Is Richie Blackmore an enigma or just an a***hole? Either way, he’s one of the best guitar players there has ever been. Did he invent the ‘neo-classical’ movement? How big was his influence on metal? Let’s talk about The Man In Black.
Special guest, Nathan Beaudry from The Deep Purple Podcast!
See below for some thoughts on David Coverdale’s legacy on his 71st birthday from Nate as a guest on Vintage Rock Pod!
On this day in 1984 the classic, iconic, legendary MkII Deep Purple reunited to release the album Perfect Strangers. Blackmore, Gillan, Lord, Glover & Paice joined forces for the first time in 11 years to release a record many fans still hold dear to this day. Joining me to talk about this release is friend of the show, Nate from the Deep Purple Podcast!
Kev Roberts & his wonderful children: Matthew, Gareth, and Sarah
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Apple Podcasts Reviews:
From Denmark – 5 STARS!
My favorite Podcast of all time!
The Deep Purple Podcast is by far the best podcast I’ve heard! I love the band and all the solo-outputs, projects etc. In this setting we get tons of information about the many Deep Purple and related albums/releases – and all in the company with the great hosts/friends Nate and John. If you like Purple you need to check this out! If you like music you must check this out. They deserve the 5 STARS and if you love this show like me, then you can become a patreon and support this show. Nate and John has been my friends for the last couple of years, they just don’t know it
With over 30 charting “contemporary jazz” hits since 1976, Ritenour has been busy, contributing to over 3000 sessions of jazz, rock and Brazilian music. At the age of 16, while providing guitar at his first session with The Mamas & The Papas, he was nicknamed “Captain Fingers” due to his dexterity.
Kev Roberts & his wonderful children: Matthew, Gareth, and Sarah
A Note From Jeff Breis:
OK, great choice for a livestream, but you guys need to prepare. This is a live concert from 1972, not a pop-metal show from the 1980s. First, get a 1/2 barrel of Pabst and start drinking at 2pm. Have some other good music of the era playing in the background. When 6 o’clock rolls around, crank up this album, loud. Get into it. Make it too loud to talk over. This is an awesome album. Just dig the music, especially the 13 minute versions! This is what real rock ’n’ roll is about. Stretching out and ripping it up. Fuckin’ A, wonderful! I don’t want to see anybody sitting down!
In interview with heavymusicartwork.com: “But I guess the one I’m proudest of and really is the full package is Ozzy’s, 1981, ‘Diary Of A Madman’, the great set , brilliantly built by photographer Fin Costello’s work pixies, the ridiculous props, magic alphabets, the hand lettering, Ozzy being as drunk as a skunk at the shoot, Ozzy’s son Louis biting the head off the stuffed dove on the cover, just like daddy and of course becoming ‘THE HAND OF SATAN!!! Haaaaaaaargh!!! Yeah, I love that cover and it definitely sums up the early ’80’s.”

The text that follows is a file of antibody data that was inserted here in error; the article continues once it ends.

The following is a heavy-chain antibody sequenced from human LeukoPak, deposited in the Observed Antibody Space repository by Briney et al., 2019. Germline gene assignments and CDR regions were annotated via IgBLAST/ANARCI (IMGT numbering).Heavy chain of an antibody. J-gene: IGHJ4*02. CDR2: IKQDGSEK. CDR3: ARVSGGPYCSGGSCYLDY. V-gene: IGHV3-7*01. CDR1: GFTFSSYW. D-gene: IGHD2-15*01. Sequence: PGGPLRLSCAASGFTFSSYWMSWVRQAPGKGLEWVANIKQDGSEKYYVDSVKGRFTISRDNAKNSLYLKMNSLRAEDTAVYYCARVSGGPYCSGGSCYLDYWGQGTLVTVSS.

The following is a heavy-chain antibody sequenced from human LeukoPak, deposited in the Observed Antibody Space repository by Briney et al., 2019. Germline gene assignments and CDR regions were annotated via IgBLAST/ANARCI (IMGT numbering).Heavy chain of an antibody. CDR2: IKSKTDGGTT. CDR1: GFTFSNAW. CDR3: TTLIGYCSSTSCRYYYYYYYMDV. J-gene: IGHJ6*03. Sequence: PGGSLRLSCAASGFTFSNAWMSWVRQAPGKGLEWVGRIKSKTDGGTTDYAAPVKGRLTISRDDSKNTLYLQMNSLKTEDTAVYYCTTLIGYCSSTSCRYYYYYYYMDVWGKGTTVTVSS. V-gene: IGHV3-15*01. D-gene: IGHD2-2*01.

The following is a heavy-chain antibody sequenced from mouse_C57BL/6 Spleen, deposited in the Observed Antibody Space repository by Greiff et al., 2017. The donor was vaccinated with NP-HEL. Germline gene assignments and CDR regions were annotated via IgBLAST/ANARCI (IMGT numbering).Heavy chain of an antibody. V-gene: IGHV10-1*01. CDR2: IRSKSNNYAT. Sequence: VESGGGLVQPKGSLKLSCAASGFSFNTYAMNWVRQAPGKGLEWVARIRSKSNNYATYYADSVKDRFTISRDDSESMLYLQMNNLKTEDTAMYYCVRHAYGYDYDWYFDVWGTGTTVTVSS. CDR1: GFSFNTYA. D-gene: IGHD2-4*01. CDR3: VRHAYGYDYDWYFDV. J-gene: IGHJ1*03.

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Tim “Southern Cross” Johnson
Over the Mountain (Daisley, Osbourne, Kerslake, Rhoads)
Bob Daisley: Title and lyrics were mine. To be fair, Ozzy’s melodies and scat singing before lyrics were written sometimes influenced what I wrote, the lyrics were written to fit his phrasing on most songs.
Daisley said Rhoads wrote the riff using eight notes but Daisley suggested going with sixteenth notes.
Daisley stated that over the years Frank Banali had been credited as coming up with the opening drums but he said there is no basis to these rumors.
Lyrics were written right before Ozzy recorded the vocal.
Flying High Again (Daisley, Osbourne, Kerslake, Rhoads)
Bob Daisley: The title and lyrics were mine, Ozzy may have put in a word or two again. In my book, there’s a whole story about how this song came about from an experience I had as a young lad playing in bands in Australia. The title actually came from a very ‘straight’ bloke who asked me a question about drugs.
Started off as a song called “Mean Machine” based on the vocals Lee sang during the writing process.
You Can’t Kill Rock and Roll (Daisley, Osbourne, Rhoads)
Bob Daisley: Ozzy’s title, and a few words were his but the meat and potatoes of the lyrics were mine. I wrote it about being screwed by record companies and being lied to, a premonition me thinks…
In his book “For Facts Sake,” Bob Daisley writes: “One of [the new songs] had a Pink Floyd vibe so I named it “Floydian,” which later became “You Can’t Kill Rock ‘n’ Roll.”